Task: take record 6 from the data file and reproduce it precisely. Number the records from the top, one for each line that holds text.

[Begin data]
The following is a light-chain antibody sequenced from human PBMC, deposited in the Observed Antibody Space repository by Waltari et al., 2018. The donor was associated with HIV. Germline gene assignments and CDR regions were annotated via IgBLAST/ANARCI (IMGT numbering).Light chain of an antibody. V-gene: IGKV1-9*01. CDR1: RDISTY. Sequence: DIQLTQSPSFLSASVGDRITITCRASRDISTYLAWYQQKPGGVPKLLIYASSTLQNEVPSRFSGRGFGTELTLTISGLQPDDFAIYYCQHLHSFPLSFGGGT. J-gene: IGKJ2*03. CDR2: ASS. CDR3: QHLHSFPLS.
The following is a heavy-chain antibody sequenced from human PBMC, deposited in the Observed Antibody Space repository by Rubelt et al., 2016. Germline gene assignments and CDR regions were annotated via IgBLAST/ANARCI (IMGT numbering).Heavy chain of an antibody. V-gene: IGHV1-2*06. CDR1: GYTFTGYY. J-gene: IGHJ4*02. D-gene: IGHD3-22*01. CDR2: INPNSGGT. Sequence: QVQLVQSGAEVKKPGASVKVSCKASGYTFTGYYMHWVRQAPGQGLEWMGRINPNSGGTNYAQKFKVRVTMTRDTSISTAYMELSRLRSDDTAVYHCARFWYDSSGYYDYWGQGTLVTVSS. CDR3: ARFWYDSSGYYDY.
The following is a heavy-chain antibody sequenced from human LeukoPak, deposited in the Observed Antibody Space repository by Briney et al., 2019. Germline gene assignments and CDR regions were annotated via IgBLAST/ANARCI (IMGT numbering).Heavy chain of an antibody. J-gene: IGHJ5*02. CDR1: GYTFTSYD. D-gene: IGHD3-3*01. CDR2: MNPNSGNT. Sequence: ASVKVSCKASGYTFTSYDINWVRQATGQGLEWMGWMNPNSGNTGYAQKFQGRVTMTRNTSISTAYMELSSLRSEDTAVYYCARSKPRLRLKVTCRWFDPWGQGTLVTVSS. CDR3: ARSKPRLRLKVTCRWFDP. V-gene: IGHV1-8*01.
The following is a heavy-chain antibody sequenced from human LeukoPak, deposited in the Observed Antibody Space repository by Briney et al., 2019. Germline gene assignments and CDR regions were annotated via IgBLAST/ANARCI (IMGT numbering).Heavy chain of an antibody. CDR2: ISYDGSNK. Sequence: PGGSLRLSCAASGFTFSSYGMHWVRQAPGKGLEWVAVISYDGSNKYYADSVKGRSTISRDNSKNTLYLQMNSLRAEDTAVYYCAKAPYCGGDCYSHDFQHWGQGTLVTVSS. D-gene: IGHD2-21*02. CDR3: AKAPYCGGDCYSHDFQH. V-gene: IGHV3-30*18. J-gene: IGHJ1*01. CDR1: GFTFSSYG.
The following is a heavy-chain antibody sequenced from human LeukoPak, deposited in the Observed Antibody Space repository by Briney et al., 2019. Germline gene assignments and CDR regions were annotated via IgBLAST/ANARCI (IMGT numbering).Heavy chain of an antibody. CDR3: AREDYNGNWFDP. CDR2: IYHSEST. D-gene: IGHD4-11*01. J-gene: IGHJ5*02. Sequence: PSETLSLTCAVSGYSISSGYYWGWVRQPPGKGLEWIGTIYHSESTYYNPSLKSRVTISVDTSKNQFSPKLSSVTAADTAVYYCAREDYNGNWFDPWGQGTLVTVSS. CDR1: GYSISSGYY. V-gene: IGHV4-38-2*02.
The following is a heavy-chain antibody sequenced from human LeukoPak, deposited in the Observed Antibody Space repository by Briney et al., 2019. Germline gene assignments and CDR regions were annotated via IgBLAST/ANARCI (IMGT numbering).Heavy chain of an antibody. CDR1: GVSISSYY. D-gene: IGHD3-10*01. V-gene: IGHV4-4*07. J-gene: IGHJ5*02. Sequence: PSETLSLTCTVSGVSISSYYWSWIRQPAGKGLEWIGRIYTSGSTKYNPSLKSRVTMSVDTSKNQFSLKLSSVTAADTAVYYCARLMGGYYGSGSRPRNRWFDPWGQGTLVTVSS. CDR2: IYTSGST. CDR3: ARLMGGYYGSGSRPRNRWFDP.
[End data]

The following is a heavy-chain antibody sequenced from human LeukoPak, deposited in the Observed Antibody Space repository by Briney et al., 2019. Germline gene assignments and CDR regions were annotated via IgBLAST/ANARCI (IMGT numbering).Heavy chain of an antibody. CDR1: GVSISSYY. D-gene: IGHD3-10*01. V-gene: IGHV4-4*07. J-gene: IGHJ5*02. Sequence: PSETLSLTCTVSGVSISSYYWSWIRQPAGKGLEWIGRIYTSGSTKYNPSLKSRVTMSVDTSKNQFSLKLSSVTAADTAVYYCARLMGGYYGSGSRPRNRWFDPWGQGTLVTVSS. CDR2: IYTSGST. CDR3: ARLMGGYYGSGSRPRNRWFDP.